Contributors

Spring 2019

Gabriel “Gabby” Cepeda is a queer, non-binary Mexican-American reminding you that you can both enjoy and critique something you like. Born in Las Milpas, Texas, their poetry aims to normalize conversations that can better the lives of fellow Latinx friends and their entire generation. Currently, they’re a freshmxn at Swarthmore College studying Sociology and Russian literature while listening to Kali Uchis.


Edyka Chilomé is a Salvadoran and Mexican American cultural worker based in Dallas, Texas. She has been invited to perform her poetry and speak on social justice issues around the country and Latin America. She has also been featured on various platforms including Remezcla, Fierce by Mitú, Tedx, and most recently The Dallas Morning News.


Herbert Duran lives in Brooklyn. He currently works as a Case Manager for older adults in East Harlem. He is the son of Salvadoran immigrants. He shares a birthday with Mariah Carey and Quentin Tarantino.


Jenesis Fonseca is a poet from South Central Los Angeles, California. She writes about her Mami, her upbringing, and the power of radical joy. Jenesis is a first-generation college student with a bachelor’s degree in English from Princeton University. She is currently a PhD candidate in Harvard’s American Studies program.


Odalis Garcia Gorra is currently a first-year master’s student at Harvard Divinity School studying the ways in which Afro Latinx spiritualities have been mainstreamed and disseminated through popular culture. She spends time watching every TV show and movie she can, yelling about them to her friends, and occasionally writing her thoughts and opinions. She is originally from Puerto Rico but calls Miami home (#Miss305) and is very passionate about Cuban food, empanadas, and the salsa dancing emoji.


Stephanie Ginese is a first-generation Boricua-Italian writer & poet living in Cleveland, OH with her fiancé & two sons.  She is the Special Programs Coordinator, as well as a lead teaching artist for Twelve Literary Arts. She has been published in zines and journals such as St. Sucia, Chiflada Zine, Polychrome Mag, & Life As Ceremony. She has also been a contributor for digital platforms Fierce! by Mitu, La Respuesta, & Typed Out. She is currently assembling her first collection of poems & when she isn’t writing or working can be found reading tarot, experimenting in the kitchen, or plotting ways to dismantle the system.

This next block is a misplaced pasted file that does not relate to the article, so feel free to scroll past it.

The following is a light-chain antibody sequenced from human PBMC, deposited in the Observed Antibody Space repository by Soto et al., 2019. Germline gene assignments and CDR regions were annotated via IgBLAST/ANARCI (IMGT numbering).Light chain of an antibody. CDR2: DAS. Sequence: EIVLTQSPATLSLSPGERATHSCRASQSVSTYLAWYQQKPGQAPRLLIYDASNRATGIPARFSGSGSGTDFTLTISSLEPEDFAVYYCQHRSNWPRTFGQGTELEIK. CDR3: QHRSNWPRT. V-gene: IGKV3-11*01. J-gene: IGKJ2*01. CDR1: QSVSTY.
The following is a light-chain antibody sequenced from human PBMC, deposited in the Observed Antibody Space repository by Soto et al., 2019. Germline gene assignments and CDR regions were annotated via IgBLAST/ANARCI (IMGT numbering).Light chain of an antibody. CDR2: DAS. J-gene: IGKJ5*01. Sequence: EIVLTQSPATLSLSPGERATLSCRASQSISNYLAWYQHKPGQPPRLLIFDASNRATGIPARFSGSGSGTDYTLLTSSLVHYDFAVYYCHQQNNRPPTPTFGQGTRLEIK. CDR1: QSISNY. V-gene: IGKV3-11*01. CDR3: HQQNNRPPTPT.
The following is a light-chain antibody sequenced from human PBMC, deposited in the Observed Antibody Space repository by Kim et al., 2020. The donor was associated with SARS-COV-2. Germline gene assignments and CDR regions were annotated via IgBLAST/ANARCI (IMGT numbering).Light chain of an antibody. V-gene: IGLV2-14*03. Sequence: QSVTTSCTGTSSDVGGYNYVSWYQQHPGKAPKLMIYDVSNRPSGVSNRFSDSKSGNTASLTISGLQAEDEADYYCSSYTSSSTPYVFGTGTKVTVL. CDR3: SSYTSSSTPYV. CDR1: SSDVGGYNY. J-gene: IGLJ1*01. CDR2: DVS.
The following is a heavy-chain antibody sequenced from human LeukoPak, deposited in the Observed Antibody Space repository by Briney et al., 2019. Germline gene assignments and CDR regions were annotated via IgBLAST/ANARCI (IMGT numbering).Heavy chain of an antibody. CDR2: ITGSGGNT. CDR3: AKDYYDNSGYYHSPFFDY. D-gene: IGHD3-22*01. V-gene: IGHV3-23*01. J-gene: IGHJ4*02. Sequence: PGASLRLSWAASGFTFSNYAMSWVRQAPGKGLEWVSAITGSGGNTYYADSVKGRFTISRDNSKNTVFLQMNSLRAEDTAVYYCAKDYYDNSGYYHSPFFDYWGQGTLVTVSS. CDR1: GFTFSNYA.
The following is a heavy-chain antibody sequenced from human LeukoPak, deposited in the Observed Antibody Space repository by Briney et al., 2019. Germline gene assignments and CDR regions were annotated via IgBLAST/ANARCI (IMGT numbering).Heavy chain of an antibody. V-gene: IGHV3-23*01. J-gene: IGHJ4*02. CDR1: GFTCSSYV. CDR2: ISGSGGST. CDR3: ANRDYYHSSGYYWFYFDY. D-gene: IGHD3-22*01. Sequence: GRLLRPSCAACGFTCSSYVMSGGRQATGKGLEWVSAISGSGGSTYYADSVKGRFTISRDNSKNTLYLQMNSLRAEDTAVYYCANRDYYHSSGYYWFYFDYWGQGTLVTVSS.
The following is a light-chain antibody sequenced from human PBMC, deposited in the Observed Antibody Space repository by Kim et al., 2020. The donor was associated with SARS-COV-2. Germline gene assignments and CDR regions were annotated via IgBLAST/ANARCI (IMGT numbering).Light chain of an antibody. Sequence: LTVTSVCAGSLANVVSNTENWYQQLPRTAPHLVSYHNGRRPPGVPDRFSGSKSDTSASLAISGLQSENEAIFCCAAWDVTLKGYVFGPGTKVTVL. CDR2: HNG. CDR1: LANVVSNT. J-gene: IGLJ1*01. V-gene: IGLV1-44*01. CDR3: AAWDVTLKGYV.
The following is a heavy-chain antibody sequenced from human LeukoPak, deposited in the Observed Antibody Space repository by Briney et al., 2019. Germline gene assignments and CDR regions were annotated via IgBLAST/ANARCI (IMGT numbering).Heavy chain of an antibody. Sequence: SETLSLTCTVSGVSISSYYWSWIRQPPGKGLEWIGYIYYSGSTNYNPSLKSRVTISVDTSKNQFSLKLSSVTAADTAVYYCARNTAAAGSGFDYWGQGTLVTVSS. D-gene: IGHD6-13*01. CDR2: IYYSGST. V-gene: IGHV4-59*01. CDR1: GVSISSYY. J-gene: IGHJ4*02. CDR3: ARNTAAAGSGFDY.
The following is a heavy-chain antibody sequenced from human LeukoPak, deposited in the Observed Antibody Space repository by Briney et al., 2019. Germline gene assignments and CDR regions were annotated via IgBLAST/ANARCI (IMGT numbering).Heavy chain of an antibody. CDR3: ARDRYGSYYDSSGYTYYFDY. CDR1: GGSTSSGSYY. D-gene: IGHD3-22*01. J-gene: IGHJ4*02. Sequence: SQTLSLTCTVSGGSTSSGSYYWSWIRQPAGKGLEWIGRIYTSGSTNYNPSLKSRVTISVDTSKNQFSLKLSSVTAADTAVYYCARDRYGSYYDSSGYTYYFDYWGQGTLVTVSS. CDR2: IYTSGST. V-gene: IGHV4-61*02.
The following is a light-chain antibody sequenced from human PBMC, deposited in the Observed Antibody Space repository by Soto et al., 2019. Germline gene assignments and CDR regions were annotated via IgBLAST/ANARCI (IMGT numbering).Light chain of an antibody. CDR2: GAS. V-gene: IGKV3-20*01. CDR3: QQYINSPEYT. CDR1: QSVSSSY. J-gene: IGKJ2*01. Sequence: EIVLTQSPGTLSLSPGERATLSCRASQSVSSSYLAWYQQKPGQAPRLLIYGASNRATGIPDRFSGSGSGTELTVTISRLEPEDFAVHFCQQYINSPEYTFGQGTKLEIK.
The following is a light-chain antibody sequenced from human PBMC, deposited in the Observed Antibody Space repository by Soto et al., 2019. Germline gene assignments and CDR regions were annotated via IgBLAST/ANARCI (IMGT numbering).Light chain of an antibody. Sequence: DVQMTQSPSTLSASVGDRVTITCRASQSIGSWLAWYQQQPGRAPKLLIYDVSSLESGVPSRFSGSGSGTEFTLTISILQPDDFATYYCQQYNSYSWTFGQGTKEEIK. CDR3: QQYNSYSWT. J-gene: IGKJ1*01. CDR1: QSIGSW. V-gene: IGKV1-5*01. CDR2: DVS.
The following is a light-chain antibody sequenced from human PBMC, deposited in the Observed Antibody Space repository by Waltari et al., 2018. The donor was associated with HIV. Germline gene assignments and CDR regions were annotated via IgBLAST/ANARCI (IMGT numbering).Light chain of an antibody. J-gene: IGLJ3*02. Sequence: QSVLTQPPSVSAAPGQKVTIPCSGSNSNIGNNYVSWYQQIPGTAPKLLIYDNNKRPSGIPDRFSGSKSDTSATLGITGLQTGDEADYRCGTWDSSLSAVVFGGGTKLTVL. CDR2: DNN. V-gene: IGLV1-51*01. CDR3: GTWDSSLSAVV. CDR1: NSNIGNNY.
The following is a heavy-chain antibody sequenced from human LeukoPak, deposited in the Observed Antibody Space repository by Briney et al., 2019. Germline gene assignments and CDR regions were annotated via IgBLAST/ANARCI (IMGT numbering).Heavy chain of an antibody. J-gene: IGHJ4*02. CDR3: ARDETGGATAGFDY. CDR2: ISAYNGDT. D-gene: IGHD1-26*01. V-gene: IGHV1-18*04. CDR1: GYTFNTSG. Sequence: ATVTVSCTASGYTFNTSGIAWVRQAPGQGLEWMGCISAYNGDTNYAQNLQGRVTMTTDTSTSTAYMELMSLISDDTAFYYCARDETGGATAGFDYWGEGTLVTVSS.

Rafa Hernández is a senior at Harvard College studying computer science. He is originally from Puebla, México. His poems, in English and Spanish, explore the themes of love, identity, and self-reflection.


Sarita Lendechy (she,her, hers) is a first generation Mexican-American Indigenous woman from the streets of Compton, California. As an Aztec Dancer she embraces her cultura, but also loves sharing her experiences of growing up in the hood as a woman of color through her poetry. From being a first-generation Mexican-American, gentrification and the struggles of falling out of amor, I want others to know we are here to tell our stories.


Annisia Martinez is a 22-year-old art teacher from Queens, NY. Her family is from Guatemala. She is a practicing painter, printmaker, and poetry writer. This would be her first time published.


Varona Maysonet-Ayala is an American-born Puerto Rican currently enrolled as a freshman at Bard College in upstate New York. She is pursuing a joint major in Written Arts and Psychology, and she has been writing poems about her feelings and identity since middle school. Varona especially loves to write about Puerto Rico, women, and how being in love feels. She really hopes to be a published poet one day and make enough money to bring her parents to España for real.